At the end of last year, a new type of investment fund hit the market in the form of the Hipgnosis Songs Fund (LSE: SONG).
Hipgnosis is completely different to any fund the market has seen before. Unlike most funds, which invest in traditional assets such as stocks, bonds and property in an attempt to outperform the market, Hipgnosis owns a portfolio of song royalties. These royalties provide an income for the group, part of which it reinvests, with rest distributed as a dividend.
I’m fascinated by this business model because it’s so completely different. Historically, music royalties have the preserve of the rich and famous, but Hipgnosis has opened the investment class up to the masses.
Different asset class
One of the primary reasons why I like the look of Hipgnosis is the fact that music royalties are completely different to any other asset class. Unlike stocks and bonds, their price doesn’t fluctuate with investors’ views on the economy. Although the income stream from music rights may vary (depending on popular opinion), the fact that this asset isn’t cyclical should mean Hipgnosis provides a steady income for its investors whatever the weather.
Management is focusing on acquiring high-quality rights for the portfolio. For example, at the beginning of the year, it purchased a music catalogue from Dutch record producer, songwriter and musician Giorgio Tuinfort, which comprises 182 songs in total, including 23 number-one hits and over 15 UK top-10 singles with David Guetta.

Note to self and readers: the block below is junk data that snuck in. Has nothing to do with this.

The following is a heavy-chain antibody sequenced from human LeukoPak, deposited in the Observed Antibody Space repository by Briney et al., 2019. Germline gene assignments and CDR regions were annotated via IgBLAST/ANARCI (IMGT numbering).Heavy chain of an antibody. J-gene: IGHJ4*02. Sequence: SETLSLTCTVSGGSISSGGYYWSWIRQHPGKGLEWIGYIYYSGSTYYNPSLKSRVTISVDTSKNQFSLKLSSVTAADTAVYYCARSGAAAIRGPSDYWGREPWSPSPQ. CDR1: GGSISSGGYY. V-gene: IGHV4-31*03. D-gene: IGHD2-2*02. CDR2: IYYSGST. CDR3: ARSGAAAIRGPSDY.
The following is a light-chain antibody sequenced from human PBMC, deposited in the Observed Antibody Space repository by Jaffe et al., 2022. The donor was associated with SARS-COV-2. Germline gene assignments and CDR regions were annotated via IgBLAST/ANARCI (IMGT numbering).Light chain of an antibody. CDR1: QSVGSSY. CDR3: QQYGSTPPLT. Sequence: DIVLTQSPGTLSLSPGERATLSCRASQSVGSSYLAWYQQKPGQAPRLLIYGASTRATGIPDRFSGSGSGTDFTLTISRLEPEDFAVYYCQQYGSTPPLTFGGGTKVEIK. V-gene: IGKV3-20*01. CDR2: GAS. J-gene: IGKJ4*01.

More recently, the fund acquired a music catalogue from Itaal Shur, which includes the multi-platinum song Smooth, as well as the rights to 208 other songs including a US top-10.
Hipgnosis rarely discloses the prices paid for music rights, so it’s difficult to calculate how much the firm is worth. However, we do know that at the end of September, management valued the royalty portfolio at just under £200m, or 97.7p per share. That was four months ago now. Since then, Hipgnosis has announced a string of further deals so I think it’s reasonable to assume the net asset value has since exceeded 100p per share.
With the stock trading at 109p at the time of writing, I think it offers good value at this level. What’s more, the company is targeting a dividend for the first 12 months following its admission to trading (July 2018) of 3.5p per share. That gives a prospective yield of 3.2% at current levels.
The fund’s dividend potential, coupled with Hipgnosis’ net asset value growth, leads me to believe that this one-of-a-kind investment can outperform the FTSE 100 in 2019. The steady income stream from royalties, coupled with the fact that cash flows aren’t subject to economic booms/busts, implies that the enterprise could produce an attractive high single-digit total return for investors in 2019. Meanwhile, the FTSE 100’s outlook is more dependant on global economic growth.
With economic headwinds growing, FTSE 100 investors could be in for a tough time this year. Hipgnosis looks as if it could be a safe haven in these stormy waters, and that’s music to my ears.
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